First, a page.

Recently 4th grade students at ArtSpace Charter School performed an original multi-layered social studies play entitled “The Little Prince Time Bandits”. This piece combined puppet theater segments adapted from Antoine St. Exupery’s existential fable, The Little Prince and scenes that illustrated historical moments and people of North Carolina as Europeans settled and clashed with indigenous peoples.
Ms. Tonya, 4th grade social studies and language arts teacher, shared The Little Prince with her students early in the school year. They spent time diving into the “moral of the story” as the Little Prince encountered the many characters in his story. As they explored the Little Prince in language arts, students were learning about NC history beginning with the natural history, and ending with westward expansion of the United States. Ms. Tonya watched her students make connections to the archetype characters in The Little Prince to the people in NC history. With the necessary background knowledge in their “toolboxes” students wrote scripts, created the puppets and and stages for the puppet segments which technology teacher Steve Lipe helped film.
The stage action in the productions was written using excerpts
from poems and historical fiction the 4th graders had written from the perspective of the plants and animals of Pisgah Forest, the Cherokee on the Trail of Tears, and Daniel Boone.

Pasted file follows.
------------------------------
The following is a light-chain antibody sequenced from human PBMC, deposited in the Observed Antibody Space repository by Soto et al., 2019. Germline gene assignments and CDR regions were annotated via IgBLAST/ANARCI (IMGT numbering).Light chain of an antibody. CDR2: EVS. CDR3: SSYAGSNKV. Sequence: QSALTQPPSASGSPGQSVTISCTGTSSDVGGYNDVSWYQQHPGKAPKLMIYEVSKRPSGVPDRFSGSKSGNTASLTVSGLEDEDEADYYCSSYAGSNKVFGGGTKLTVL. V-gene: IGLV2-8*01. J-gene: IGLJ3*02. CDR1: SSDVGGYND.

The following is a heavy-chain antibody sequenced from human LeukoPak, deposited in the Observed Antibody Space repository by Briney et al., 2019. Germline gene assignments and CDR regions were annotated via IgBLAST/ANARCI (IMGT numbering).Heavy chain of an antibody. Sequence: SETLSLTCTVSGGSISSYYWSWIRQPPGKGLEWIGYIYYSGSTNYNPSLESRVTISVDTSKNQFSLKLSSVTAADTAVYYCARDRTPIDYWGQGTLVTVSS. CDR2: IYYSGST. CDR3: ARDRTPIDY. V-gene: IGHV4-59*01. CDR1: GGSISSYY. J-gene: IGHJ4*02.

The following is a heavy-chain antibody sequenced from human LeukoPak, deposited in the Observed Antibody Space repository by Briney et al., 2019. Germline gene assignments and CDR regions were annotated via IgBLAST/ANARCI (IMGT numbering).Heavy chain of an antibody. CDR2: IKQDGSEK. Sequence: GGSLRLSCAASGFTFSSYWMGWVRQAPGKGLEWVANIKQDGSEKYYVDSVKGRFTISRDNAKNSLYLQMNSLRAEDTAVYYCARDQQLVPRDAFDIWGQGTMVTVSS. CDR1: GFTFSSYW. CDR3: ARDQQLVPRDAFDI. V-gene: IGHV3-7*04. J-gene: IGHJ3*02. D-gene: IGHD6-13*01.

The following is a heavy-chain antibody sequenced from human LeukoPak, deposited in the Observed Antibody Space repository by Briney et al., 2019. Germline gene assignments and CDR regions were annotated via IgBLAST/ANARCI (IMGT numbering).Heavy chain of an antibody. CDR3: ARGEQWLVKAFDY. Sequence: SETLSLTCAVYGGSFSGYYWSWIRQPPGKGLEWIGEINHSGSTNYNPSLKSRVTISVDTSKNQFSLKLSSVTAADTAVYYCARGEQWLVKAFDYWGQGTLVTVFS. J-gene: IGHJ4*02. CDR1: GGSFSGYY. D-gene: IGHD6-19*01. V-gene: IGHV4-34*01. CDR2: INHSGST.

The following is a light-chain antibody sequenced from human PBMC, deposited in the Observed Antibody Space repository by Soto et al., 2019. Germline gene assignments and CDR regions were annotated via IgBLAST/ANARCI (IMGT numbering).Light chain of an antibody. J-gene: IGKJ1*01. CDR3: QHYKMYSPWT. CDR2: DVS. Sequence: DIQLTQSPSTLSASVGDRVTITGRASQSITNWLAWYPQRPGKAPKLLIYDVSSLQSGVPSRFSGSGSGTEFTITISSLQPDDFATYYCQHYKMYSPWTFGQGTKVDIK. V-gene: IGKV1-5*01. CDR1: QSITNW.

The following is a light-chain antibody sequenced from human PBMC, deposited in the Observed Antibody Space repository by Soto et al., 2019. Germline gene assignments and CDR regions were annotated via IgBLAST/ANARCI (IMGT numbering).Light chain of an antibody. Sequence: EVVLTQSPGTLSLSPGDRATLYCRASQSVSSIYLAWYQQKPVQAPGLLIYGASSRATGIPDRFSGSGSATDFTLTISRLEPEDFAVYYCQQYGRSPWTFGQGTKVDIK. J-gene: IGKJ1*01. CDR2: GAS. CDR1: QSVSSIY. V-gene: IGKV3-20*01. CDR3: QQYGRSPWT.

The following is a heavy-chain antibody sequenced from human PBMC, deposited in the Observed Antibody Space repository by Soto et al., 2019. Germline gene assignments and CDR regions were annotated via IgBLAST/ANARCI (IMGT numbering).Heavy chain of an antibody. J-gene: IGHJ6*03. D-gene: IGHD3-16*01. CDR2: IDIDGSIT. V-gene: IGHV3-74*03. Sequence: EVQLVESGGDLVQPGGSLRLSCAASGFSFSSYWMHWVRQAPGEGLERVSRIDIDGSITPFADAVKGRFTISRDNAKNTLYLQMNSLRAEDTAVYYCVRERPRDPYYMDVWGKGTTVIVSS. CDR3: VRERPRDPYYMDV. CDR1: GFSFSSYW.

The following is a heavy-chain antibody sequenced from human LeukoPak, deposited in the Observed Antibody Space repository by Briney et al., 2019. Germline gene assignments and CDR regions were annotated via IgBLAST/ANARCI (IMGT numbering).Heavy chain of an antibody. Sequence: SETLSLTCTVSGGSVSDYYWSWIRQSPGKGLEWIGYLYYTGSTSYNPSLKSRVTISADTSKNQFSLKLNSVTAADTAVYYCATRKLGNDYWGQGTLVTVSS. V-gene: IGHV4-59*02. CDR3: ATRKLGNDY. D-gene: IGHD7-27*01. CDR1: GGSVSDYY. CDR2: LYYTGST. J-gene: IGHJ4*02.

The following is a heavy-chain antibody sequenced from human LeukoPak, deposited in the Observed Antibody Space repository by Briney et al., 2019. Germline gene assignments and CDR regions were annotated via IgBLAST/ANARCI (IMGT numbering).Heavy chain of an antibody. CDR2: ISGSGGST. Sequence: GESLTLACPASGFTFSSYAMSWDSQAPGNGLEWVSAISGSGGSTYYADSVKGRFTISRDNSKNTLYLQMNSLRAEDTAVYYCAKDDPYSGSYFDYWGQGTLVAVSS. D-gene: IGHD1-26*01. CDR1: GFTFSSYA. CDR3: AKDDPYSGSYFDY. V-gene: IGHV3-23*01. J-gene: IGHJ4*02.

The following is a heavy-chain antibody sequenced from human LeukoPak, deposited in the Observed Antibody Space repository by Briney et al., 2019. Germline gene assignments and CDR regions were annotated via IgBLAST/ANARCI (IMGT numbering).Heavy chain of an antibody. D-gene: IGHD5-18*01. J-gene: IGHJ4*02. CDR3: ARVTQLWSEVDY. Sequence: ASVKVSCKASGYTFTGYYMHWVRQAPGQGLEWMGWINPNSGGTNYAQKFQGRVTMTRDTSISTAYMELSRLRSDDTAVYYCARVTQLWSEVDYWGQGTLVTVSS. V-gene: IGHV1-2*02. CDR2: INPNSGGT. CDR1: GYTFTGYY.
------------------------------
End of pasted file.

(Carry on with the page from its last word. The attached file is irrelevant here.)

This experience offered 4th graders at ArtSpace a layered exploration of the patterns of change in history and character development in fiction. The students applied the information they learned through their research and reading to a dramatic production they will never forget. When asked what they enjoyed the most about the production, the students were eager to share. “I
loved making the puppet stages for the videos,” one student exclaimed. Another student said they enjoyed collaborating with their friends to make the puppet pieces happen. Students were also asked how they thought the lessons of the Little Prince and the experience of North Carolinians in history could apply today. One student summed it up and said if we could apply the moral of the story from the play today, things would be a lot nicer. The moral of the story is summed up by the closing dialogue of two railroad engineers contemplating the stories they have just watched. ““Perhaps the children are lucky because they know it is all about time. When you spend time getting to know a person, creating a work of art, or building a railroad, it becomes very important to you. . . You become responsible forever for what you’ve tamed. “